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H7N9 flu transmission studied

By Shan Juan | China Daily | Updated: 2013-04-20 01:54

The World Health Organization's China representative said on Friday there are "quite a few" cases in which the many hundreds of people in close contact with H7N9 flu patients fell ill as well.

Such contacts include caregivers, family members and neighbors, said Michael O'Leary.

H7N9 flu transmission studied

Michael O'Leary, head of the World Health Organization's office in China, arrives for a media briefing at the WHO office in Beijing on Friday. The organization said there is no evidence that a new strain of bird flu in China is spreading easily among humans. [Photo/Agencies]

The family cluster involving a father and son both infected with the virus in Shanghai might be a case of one person passing the virus to another — in other words person-to-person transmission, he acknowledged.

It is also possible that both of them were exposed to the same source of infection, he added. "We cannot say for certain and investigations are still going on."

But O'Leary said that even though the virus could spread among humans, transmission would not be easy.

"Otherwise we would see many such cases. We've not seen easy and sustained person-to-person transmission so far," he said.

But he also said it is hard to clearly verify whether it is human-to-human transmission in cases involving close family members.

President Xi Jinping on Friday urged government authorities to take effective measures to contain the spread of the H7N9 avian flu.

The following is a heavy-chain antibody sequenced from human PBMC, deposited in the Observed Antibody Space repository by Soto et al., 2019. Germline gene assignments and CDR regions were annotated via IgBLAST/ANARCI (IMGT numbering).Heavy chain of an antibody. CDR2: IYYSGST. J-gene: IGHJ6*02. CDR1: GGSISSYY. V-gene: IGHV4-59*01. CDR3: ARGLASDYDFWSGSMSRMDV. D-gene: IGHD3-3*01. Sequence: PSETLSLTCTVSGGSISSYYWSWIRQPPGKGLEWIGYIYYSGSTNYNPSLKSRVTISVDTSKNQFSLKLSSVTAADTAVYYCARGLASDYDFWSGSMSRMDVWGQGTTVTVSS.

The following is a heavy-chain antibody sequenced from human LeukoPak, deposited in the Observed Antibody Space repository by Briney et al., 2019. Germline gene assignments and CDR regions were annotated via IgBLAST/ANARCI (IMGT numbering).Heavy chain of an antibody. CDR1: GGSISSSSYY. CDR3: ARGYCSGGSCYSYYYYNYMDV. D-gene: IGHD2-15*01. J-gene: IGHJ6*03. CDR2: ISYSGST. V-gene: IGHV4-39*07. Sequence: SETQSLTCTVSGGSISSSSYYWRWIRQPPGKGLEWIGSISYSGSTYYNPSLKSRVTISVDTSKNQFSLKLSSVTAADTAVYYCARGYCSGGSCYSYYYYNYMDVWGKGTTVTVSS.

Ninty-one human infections have been reported in China so far, resulting in 17 deaths.

H7N9 flu transmission studied

The WHO and the Chinese National Health and Family Planning Commission are jointly leading a team of experts at the invitation of China to visit areas affected by the H7N9 virus. They will study the situation and make recommendations for prevention and control of the disease.

The team, comprising 15 international and Chinese experts mainly in epidemiology, laboratory and clinical management, will visit a number of areas in Shanghai and Beijing, O'Leary told a media briefing on Friday. The international experts come from the United States, Europe and Australia.

Early next week, the team is expected to return to Beijing to discuss its findings and make initial recommendations, he said. The findings will be released later by China's top health authority.

"It's a concrete example of international cooperation in action and a demonstration of China's openness in investigating the situation," O'Leary said.

To date, the source of the virus remains unknown, he added.

Evidence suggests that poultry is the vehicle of transmission but epidemiologists have not been able to establish a clear and strong link, which is a major focus of the mission, he said.

However, in no case has the virus been spread through eating poultry that has been cooked properly and which is safe for consumption, O'Leary said.

There have been no positive results from pigs tested for the H7N9 virus.


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